If you don’t tell him straight up that you do not want him in your life anymore, he might get the wrong idea. I made the mistake of answering a persistent ex’s calls even though I really wanted to move on with my life. I was so used to talking to him (and I even missed him) so I gave in. After awhile, I tried ignoring him, but it didn’t work. The best way to let someone know you don’t want them in your life anymore is the simplest way: tell them upfront. In a decisive yet respectful way, tell him that you want to stop talking to each other so that you can go on with your lives separately. If he tries to win you back or sweet-talk you, be even more direct and tell him that you don’t want him romantically any more and ask him to respect your decision. That won’t always work, and if it doesn’t, you’ll need to go cold turkey and block him.

Block him from your life as much as possible.

Make it a point not to contact him. At all. Delete his number from your phone (and use Mr. Number, a useful blocking app, to block his calls and texts), unfollow/unfriend him on every social networking platform you both use. If you initiate conversation or even respond to him when he talks to you first, he won’t take you seriously. He could try to wear you down, but you have to stay strong and stay away. Check out this other awesome lovescrewed post for ways to keep your ex out of your life.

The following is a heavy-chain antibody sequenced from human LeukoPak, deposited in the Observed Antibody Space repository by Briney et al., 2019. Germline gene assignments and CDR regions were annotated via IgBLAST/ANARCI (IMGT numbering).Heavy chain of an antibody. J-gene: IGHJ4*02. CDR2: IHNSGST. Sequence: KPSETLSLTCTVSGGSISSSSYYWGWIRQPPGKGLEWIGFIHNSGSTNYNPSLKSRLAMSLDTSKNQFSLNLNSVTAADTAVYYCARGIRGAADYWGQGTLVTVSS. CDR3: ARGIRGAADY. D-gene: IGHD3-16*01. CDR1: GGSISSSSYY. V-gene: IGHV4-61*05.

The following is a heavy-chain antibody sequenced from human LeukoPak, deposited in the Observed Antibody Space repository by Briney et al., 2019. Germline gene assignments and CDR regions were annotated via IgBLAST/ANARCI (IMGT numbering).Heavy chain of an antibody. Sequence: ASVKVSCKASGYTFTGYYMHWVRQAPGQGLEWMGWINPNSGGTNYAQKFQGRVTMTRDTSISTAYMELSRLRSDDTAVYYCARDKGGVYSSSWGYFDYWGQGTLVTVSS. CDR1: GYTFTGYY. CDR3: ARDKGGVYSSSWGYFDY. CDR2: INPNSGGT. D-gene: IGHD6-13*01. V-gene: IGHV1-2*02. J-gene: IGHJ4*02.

Mourn the relationship, but embrace the change.

A definitive chapter of your life is over, so you should allow yourself to feel sad and cry it out if you need to. Take as much time as you need to let all your emotions out.

Now that you’ve gotten out of the destructive relationship, the worst is behind you. However, that doesn’t mean that it’ll be easy taking on what comes next. You’re alone. The thought of being alone can be really scary, but it can also be a good thing. Change isn’t always bad — it’s just different. You need to allow yourself to get used to this change in your life and recognize all the good that comes along with it. You’re out of a bad relationship. You have the freedom to explore and figure out who you are as an individual. The possibilities are endless.

Explore what life has to offer you.

It may seem like I’m bashing my ex and making our relationship out to be horrible, but that’s not how it was. We just weren’t right for each other in the end and we both had a lot of growing up to do (and I’m admitting here that I was very much at fault too). This relationship helped me to grow personally more than almost any other experience in my life, and that’s what I take away from it. Don’t look back in anger (cue Oasis song) at your relationship, no matter how toxic it was, how much you wish you’d done things differently, or how poorly your ex may have treated you. Look at it as a learning experience. Even though you may have thought this person was your world, that isn’t true. There’s a world around you full of people you can share your life with and who can help you be happier than you would be if you stayed in the toxic relationship. Appreciate this not as an ending, but as a new beginning.

-Chloe